From the Diary of Doctor J. Watson
In what seemed like an instant, but was probably about half an hour, we were free, our bonds cast aside on the dirty floor as we struggled to our feet and brushed ourselves down.
I gazed at the sombre-faced head still sitting on the bench. My desire to touch Lestrade’s likeness had melted like the wax that created it, and I felt only a genuine wish to see the man himself alive and with his be-whiskered bonce unharmed. I turned my attention to the hole in the ceiling. “Give me a leg up, Holmes.”
My bosom companion shook his head. “No, Watson. You give me a leg up – I’m lighter than you.”
I frowned. “Are you inferring I’m fat, Holmes?”
“No, no, no, Watson.” He paused, a sly smile creeping across his rugged features. “A little on the stocky side, perhaps?”
I gritted my teeth and was about to throw him a witty riposte when Hannay butted in:
“Actually, chaps, I’m probably lighter than both of you.” His dark eyes flicked back and forth between us as if we were part of some bizarre underground tennis tournament that had turned sour due to lack of strawberries and cream.
I waited for Holmes to slap the man down with one of his amusing rejoinders. But he didn’t. “Excellent idea, Dickie.” And with that he bade me clasp my hands together with his, forming a cradle of fingers in preparation for Hannay’s foot. Bracing ourselves, we took our companion’s boot in our grip and hoisted him upwards.
“A little higher, chaps,” he muttered, reaching for one of the sturdier joists.
A moment later, Hannay was standing on the floor above. Peering down, he effected a small bow, waggled his fingers in a sort of ‘toodle-oo’ gesture and was gone.
“Come along man!” I shouted to the empty space. “Find a rope, a ladder, a sturdy plant – anything to get us out of here.”
But there was no reply, only Hannay’s retreating footsteps above us.
“Oh for fu – ” I began but Holmes silenced me with a warning look.
“I knew it, Watson. The cad’s double-crossed us.”
I stared at him for a moment. “Holmes, sometimes I despair of you – if you’d suspected such underhandedness, then why the buggering hell didn’t you take some sort of..some sort of…” I struggled for a suitable phrase.
“Evasive action?” quipped Holmes. “And alert him to my superior intelligence?”
“Well, yes. I mean, no. I mean…” I took a deep breath and indulged in a moment of internal reflection, albeit tinged with a degree of resignation. I breathed out slowly, releasing the tension in my shoulders, my torso, my nether regions. “Very well, Holmes. Since I clearly have no idea what’s going on, here, why don’t you share your enormous perspective?”
Holmes picked up one of the chairs from the floor and settled himself onto it. He took out his prized Meerschaum pipe and began to stuff it with shag. “This book of Hannay’s. You’ve seen it eh?”
I felt the tension returning. “Not seen it as such, no.”
“But you believe he has written it? Or has at least made a measure of progress with the manuscript?” He patted down the rough shag with his little finger in a slightly ‘camp’ fashion, and proceeded to light the pipe. I watched as a plume of blue-grey smoke spiralled up through the hole in the ceiling.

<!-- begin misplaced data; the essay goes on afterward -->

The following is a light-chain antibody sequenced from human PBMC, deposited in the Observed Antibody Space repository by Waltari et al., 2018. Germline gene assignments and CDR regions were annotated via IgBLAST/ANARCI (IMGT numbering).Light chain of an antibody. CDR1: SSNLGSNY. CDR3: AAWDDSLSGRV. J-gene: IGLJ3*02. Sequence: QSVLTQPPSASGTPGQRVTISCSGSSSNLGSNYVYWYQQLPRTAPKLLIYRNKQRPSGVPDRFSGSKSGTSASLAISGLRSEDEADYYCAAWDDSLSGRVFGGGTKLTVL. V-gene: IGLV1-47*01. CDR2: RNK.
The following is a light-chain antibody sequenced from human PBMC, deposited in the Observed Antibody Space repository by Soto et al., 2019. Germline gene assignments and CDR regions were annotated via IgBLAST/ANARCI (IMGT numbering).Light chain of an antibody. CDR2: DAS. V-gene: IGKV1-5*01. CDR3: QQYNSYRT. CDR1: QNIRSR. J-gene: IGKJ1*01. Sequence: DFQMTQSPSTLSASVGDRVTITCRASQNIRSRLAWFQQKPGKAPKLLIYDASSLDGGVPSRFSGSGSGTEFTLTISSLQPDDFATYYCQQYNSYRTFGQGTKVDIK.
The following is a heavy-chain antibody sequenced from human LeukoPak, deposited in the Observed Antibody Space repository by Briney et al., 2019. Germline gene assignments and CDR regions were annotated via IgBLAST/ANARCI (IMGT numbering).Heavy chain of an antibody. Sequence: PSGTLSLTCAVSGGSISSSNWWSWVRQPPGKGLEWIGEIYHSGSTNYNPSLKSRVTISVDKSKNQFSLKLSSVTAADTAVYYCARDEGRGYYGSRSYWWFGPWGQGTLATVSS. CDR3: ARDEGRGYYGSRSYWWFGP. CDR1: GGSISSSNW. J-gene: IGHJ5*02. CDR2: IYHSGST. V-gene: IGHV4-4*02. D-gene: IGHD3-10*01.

“Well…can’t really say for sure.”
Holmes stared into space. “Then you are clearly unaware that the title of his so-called book ‘The 39 Steps’ is also the title of a previously published volume by one Johannes Buchanus? In German, of course, but nevertheless a thrilling read.”
I could barely contain my astonishment. “Sorry Holmes – are you saying you’ve read a book? A piece of fiction? A collection of what you yourself have often termed mindless drivel?”
His features twisted into what I’ve come to recognize as his ‘innocent’ face. (The one he wears when I’ve inadvertently touched on one of his many contradictory habits). “I do occasionally read, Watson.”
I huffed. “Never read anything of mine, expect to criticize, point out its inadequacies, its…”
He held up a hand. “I’ve no wish to upset you Watson. I’m simply pointing out that the book as Hannay relates it has already been written by someone else, and it is in fact that very story you and I, and indeed Hannay himself, are playing out here for the benefit of Professor Moriarty.”
“Except of course, Moriarty has not yet realized it.”
Holmes sighed noisily. “For God’s sake, Watson!” He pointed the stem of his Meerschaum at me in a badgering way. “In actual fact, I was not certain of his treachery until a moment ago, when our former colleague disappeared through that hole – carrying out, as it happens, the events described in Chapter Six. You see, Watson, I don’t believe Hannay has written down one word of this so-called novel. He is in fact a victim of subliminally-acquired literature: having read Buchanus’ book some years ago, he has unconsciously assimilated the text as if it were his own work and in an effort to test its authenticity as a piece of literature, he is, also unconsciously, acting out the whole thing before our eyes.” He shrugged. “You and I are simply playing our parts.”
I stared at him. “Really?”
He nodded. “Afraid so.”
“So what do we do now?”
Holmes gazed up at the ceiling. “Now, Watson? We move onto Chapter Seven. Escape.”
To be continued.